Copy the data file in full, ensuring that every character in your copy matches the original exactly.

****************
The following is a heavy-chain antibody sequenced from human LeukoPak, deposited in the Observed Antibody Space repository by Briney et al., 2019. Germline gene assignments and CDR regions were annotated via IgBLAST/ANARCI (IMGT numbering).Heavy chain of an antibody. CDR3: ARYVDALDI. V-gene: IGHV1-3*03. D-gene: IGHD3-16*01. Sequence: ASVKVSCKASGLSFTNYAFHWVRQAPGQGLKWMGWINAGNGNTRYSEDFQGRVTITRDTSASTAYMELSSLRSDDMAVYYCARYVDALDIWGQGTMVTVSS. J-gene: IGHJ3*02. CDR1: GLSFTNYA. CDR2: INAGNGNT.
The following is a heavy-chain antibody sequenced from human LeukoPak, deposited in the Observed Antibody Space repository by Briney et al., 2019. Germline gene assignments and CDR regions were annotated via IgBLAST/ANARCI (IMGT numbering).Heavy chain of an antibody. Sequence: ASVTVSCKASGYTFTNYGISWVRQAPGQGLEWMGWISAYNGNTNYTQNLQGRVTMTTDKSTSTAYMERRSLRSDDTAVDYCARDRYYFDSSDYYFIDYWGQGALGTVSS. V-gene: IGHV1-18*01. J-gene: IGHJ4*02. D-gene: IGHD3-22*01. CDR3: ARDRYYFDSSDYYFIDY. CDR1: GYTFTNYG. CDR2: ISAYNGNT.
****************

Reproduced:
The following is a heavy-chain antibody sequenced from human LeukoPak, deposited in the Observed Antibody Space repository by Briney et al., 2019. Germline gene assignments and CDR regions were annotated via IgBLAST/ANARCI (IMGT numbering).Heavy chain of an antibody. CDR3: ARYVDALDI. V-gene: IGHV1-3*03. D-gene: IGHD3-16*01. Sequence: ASVKVSCKASGLSFTNYAFHWVRQAPGQGLKWMGWINAGNGNTRYSEDFQGRVTITRDTSASTAYMELSSLRSDDMAVYYCARYVDALDIWGQGTMVTVSS. J-gene: IGHJ3*02. CDR1: GLSFTNYA. CDR2: INAGNGNT.
The following is a heavy-chain antibody sequenced from human LeukoPak, deposited in the Observed Antibody Space repository by Briney et al., 2019. Germline gene assignments and CDR regions were annotated via IgBLAST/ANARCI (IMGT numbering).Heavy chain of an antibody. Sequence: ASVTVSCKASGYTFTNYGISWVRQAPGQGLEWMGWISAYNGNTNYTQNLQGRVTMTTDKSTSTAYMERRSLRSDDTAVDYCARDRYYFDSSDYYFIDYWGQGALGTVSS. V-gene: IGHV1-18*01. J-gene: IGHJ4*02. D-gene: IGHD3-22*01. CDR3: ARDRYYFDSSDYYFIDY. CDR1: GYTFTNYG. CDR2: ISAYNGNT.